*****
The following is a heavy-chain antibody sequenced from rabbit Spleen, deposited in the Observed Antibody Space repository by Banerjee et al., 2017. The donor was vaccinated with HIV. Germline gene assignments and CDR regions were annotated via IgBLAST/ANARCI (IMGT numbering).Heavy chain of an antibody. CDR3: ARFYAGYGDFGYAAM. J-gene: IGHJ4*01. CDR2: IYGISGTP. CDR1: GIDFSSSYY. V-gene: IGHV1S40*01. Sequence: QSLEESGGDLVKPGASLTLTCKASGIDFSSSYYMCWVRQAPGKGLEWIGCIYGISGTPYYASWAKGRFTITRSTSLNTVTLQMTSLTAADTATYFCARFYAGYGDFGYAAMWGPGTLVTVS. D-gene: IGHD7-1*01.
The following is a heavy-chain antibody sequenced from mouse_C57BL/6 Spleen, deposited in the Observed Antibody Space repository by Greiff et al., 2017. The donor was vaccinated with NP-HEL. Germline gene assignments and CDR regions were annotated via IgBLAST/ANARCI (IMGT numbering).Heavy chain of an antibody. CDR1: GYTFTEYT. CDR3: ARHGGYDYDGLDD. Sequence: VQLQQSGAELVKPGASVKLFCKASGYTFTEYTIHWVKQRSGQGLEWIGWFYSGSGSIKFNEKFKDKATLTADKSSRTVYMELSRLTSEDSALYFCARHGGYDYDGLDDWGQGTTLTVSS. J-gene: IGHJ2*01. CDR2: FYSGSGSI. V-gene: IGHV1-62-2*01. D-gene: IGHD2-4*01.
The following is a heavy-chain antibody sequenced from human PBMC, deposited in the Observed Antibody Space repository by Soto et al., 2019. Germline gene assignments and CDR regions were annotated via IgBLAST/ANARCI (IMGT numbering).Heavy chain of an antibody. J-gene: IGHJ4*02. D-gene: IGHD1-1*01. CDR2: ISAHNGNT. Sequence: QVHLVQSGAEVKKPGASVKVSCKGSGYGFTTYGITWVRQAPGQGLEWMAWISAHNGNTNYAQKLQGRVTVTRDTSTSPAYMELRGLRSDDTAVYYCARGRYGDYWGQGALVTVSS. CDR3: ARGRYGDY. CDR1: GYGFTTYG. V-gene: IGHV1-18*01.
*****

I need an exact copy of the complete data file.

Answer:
The following is a heavy-chain antibody sequenced from rabbit Spleen, deposited in the Observed Antibody Space repository by Banerjee et al., 2017. The donor was vaccinated with HIV. Germline gene assignments and CDR regions were annotated via IgBLAST/ANARCI (IMGT numbering).Heavy chain of an antibody. CDR3: ARFYAGYGDFGYAAM. J-gene: IGHJ4*01. CDR2: IYGISGTP. CDR1: GIDFSSSYY. V-gene: IGHV1S40*01. Sequence: QSLEESGGDLVKPGASLTLTCKASGIDFSSSYYMCWVRQAPGKGLEWIGCIYGISGTPYYASWAKGRFTITRSTSLNTVTLQMTSLTAADTATYFCARFYAGYGDFGYAAMWGPGTLVTVS. D-gene: IGHD7-1*01.
The following is a heavy-chain antibody sequenced from mouse_C57BL/6 Spleen, deposited in the Observed Antibody Space repository by Greiff et al., 2017. The donor was vaccinated with NP-HEL. Germline gene assignments and CDR regions were annotated via IgBLAST/ANARCI (IMGT numbering).Heavy chain of an antibody. CDR1: GYTFTEYT. CDR3: ARHGGYDYDGLDD. Sequence: VQLQQSGAELVKPGASVKLFCKASGYTFTEYTIHWVKQRSGQGLEWIGWFYSGSGSIKFNEKFKDKATLTADKSSRTVYMELSRLTSEDSALYFCARHGGYDYDGLDDWGQGTTLTVSS. J-gene: IGHJ2*01. CDR2: FYSGSGSI. V-gene: IGHV1-62-2*01. D-gene: IGHD2-4*01.
The following is a heavy-chain antibody sequenced from human PBMC, deposited in the Observed Antibody Space repository by Soto et al., 2019. Germline gene assignments and CDR regions were annotated via IgBLAST/ANARCI (IMGT numbering).Heavy chain of an antibody. J-gene: IGHJ4*02. D-gene: IGHD1-1*01. CDR2: ISAHNGNT. Sequence: QVHLVQSGAEVKKPGASVKVSCKGSGYGFTTYGITWVRQAPGQGLEWMAWISAHNGNTNYAQKLQGRVTVTRDTSTSPAYMELRGLRSDDTAVYYCARGRYGDYWGQGALVTVSS. CDR3: ARGRYGDY. CDR1: GYGFTTYG. V-gene: IGHV1-18*01.